Speaker Tina Muña Barnes introduced legislation to grant limited liability protection to businesses that provide essential services to the island through the Emergency Health Powers Act.
The recently introduced legislation extends civil immunity to all critical businesses identified through an executive order or directive from the Public Health Authority.
To date, nine states have introduced similar liability protections in response to the Covid-19 pandemic; these include states like Massachusetts, New York, New Jersey, Virginia, Nevada, Tennessee, Louisiana, Michigan, and Minnesota.
This type of legislation has bipartisan support, and by following in their example, Guam’s recovery efforts can get back on track while ensuring the public is staying safe during the public health emergency.
“We must encourage the process of reopening our island safely. I author this bill in the spirit of inafa’ maolek to restore faith to those who are needlessly worried about opening up to the public,” Muña Barnes said.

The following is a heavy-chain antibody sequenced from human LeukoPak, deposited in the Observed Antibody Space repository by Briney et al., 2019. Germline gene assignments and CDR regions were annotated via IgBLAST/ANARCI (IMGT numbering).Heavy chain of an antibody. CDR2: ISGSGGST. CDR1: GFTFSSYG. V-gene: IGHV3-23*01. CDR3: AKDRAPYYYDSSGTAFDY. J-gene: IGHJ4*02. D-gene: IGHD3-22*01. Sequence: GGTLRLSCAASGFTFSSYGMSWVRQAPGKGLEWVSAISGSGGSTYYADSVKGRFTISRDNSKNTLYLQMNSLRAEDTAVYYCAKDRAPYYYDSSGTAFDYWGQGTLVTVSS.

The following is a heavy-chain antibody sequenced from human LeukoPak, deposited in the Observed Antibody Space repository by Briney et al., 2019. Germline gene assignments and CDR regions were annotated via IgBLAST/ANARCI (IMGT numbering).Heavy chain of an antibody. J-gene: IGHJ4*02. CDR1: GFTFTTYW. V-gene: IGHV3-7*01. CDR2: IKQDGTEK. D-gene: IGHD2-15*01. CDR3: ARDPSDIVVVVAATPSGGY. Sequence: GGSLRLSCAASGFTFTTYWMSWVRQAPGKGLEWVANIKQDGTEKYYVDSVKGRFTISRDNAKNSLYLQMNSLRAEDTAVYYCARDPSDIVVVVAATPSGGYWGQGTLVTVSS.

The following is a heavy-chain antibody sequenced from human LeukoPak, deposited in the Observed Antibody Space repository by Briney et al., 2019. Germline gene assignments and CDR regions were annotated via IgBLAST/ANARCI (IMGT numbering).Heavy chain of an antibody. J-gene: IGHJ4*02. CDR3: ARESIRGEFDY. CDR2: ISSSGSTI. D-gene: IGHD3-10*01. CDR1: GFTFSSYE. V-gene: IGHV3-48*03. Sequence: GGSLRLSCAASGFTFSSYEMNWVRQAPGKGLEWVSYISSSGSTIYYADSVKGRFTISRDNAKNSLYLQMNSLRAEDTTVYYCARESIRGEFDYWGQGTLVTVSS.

“For many, these businesses are their bread and butter, and they should not be forced into financial ruin, nor should our community pay the price if these businesses end up closing down,” Muña Barnes said.
“By introducing this initiative, I hope to make it clear that all entities covered under this immunity are in strict compliance with public health directives and are assisting in Guam’s recovery safely and responsibly.”